Just writing the words “orecchiette with broccoli rabe sauce” makes me happy. I’m kind of a simple creature, really. That’s all I need. Well, that and having a plate of the actual food in front of me, because I am a hungry girl with a love for the delicious.
This brings me to orecchiette, which I love for many reasons. Let me count the ways. First, I love it for its name, which means “little ears” in Italian. They are round, disc-like things that have depressions in the middle, kind of like ears do. Adorbs! Next, I love them because they are dense. You don’t need to completely load them down with cheeses and fats to give orecchiette some heft because they’re made with semolina. That’s a serious, no-nonsense flour, so they’re hearty and kind of chewy and you really know you’re digging in and eating something. Finally, I love orecchiette because people are seemingly compelled to pair it with broccoli rabe, and I am down with anything that puts rapini in my trough. And yes, broccoli rabe = rapini = these words are interchangeable. I didn’t necessarily know that at first, and I’m still trying to figure out where broccolini fits into the broccoli family, but I digress.
Unfortunately, I’ve yet to see a store in Lewisburg and its environs that sells orecchiette, so my feasting upon it has largely been confined to restaurants and/or bags brought back from forays into shops in nearby metro areas. But who needs that? I have thumbs, I can cook. I’ll make my own! Do note, please: if you’re interested in making a pasta with broccoli rabe sauce but have no interest in making orecchiette, I understand. Skip this part, scroll down to where I talk about the super-easy sauce which comes together in about twenty minutes, and feel free to use a store-bought pasta. Just make sure you choose something hearty, like whole-wheat rotini. If you are interested in making the orecchiette as well, then read on!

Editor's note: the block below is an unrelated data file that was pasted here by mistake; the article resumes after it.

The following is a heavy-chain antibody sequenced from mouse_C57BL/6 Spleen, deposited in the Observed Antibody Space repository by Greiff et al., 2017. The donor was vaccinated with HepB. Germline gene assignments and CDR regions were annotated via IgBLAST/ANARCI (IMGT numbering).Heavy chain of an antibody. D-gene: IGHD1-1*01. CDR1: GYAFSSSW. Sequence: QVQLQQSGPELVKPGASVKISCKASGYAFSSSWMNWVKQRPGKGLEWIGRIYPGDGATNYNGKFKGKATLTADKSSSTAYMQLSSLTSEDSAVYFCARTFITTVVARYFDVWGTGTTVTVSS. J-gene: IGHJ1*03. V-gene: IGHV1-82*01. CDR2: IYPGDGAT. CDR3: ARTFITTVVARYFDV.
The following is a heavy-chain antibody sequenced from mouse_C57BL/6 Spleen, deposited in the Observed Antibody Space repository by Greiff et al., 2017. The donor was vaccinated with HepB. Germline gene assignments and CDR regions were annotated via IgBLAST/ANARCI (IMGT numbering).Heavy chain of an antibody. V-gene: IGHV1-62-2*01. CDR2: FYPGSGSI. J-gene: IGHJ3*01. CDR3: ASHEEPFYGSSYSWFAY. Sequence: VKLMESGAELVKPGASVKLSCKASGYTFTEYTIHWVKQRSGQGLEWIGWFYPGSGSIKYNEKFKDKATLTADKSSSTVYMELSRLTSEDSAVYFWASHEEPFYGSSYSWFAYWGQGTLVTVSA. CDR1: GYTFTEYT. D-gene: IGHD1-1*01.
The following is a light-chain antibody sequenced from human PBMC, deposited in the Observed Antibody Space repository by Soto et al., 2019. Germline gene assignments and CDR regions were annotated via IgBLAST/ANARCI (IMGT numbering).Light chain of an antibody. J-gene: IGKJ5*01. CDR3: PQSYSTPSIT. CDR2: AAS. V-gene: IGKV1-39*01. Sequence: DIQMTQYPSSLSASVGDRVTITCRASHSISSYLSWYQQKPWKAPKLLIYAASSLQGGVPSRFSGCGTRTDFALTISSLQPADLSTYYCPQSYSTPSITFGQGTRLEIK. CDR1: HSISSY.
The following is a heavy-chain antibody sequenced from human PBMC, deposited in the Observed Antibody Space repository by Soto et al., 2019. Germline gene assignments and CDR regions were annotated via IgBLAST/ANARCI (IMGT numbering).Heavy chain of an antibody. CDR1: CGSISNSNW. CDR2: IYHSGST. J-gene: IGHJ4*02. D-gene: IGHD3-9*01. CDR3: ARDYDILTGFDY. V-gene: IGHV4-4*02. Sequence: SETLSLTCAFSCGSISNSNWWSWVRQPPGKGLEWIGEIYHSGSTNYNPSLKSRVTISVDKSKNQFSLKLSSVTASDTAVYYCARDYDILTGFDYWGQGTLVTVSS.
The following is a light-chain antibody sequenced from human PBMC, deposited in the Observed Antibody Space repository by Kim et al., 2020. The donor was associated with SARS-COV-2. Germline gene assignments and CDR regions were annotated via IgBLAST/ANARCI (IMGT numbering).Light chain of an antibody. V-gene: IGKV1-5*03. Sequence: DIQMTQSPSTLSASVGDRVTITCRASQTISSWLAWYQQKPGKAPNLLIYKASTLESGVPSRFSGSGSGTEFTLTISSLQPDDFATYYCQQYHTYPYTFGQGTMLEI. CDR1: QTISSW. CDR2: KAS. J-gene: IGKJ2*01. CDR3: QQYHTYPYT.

First, mix your dry ingredients. Orecchiette seems to favor a 2:1 ratio for its flour. I used a cup of semolina flour and subsequently, I used a half-cup of AP flour. Mix the flours together with some salt (for this recipe, no more than a quarter-teaspoon) and have a half-cup of warm-ish water handy, though you may not use all of it. Also, keep a baking tray dusted with semolina flour nearby to serve as a landing pad for your shaped pasta.
Put in about half the water and start kneading, and add more water in small increments until you get a ball of dough that is cohesive and elastic. You can put it in a stand mixer if you have one with a good dough hook, but I don’t. I just did it by hand. It only took about five minutes of work to get it from a gnarly pile of mess…
To beautiful elastic ball of dough.
When researching orecchiette, I read a bunch of food blogs offering conflicting advice about how to proceed. Let it rest, don’t let it rest. Wrap it in plastic, don’t wrap it. There doesn’t seem to be a consensus on what to do, but here’s the thing: it’s never really a bad idea to let your dough rest, though it doesn’t seem that it would be criminal if you didn’t rest it. I wanted to tend to some onions I had cooking on the stove so I took the opportunity to let it rest, and covered it with the bowl I originally measured out the flour in so my dough didn’t dry out in the open air. If you need to park your dough for a little while, this is a perfect time to do so though if you’re going to let sit for more than a half an hour I’d at least lay down some plastic under it. When you’re ready, cut your dough into eight pieces and roll those eight pieces out into doughy dowels about 18 inches long. Ish.